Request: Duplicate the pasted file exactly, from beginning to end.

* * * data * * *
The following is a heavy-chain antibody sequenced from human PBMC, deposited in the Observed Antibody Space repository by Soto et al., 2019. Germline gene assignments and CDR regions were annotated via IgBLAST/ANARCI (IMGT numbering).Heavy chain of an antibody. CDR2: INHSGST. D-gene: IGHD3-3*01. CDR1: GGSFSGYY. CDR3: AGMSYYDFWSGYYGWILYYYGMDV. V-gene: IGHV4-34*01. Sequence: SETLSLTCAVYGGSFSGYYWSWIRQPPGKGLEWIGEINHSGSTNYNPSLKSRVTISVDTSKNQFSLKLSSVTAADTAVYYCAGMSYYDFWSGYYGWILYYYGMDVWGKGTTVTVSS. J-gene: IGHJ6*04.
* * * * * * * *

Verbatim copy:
The following is a heavy-chain antibody sequenced from human PBMC, deposited in the Observed Antibody Space repository by Soto et al., 2019. Germline gene assignments and CDR regions were annotated via IgBLAST/ANARCI (IMGT numbering).Heavy chain of an antibody. CDR2: INHSGST. D-gene: IGHD3-3*01. CDR1: GGSFSGYY. CDR3: AGMSYYDFWSGYYGWILYYYGMDV. V-gene: IGHV4-34*01. Sequence: SETLSLTCAVYGGSFSGYYWSWIRQPPGKGLEWIGEINHSGSTNYNPSLKSRVTISVDTSKNQFSLKLSSVTAADTAVYYCAGMSYYDFWSGYYGWILYYYGMDVWGKGTTVTVSS. J-gene: IGHJ6*04.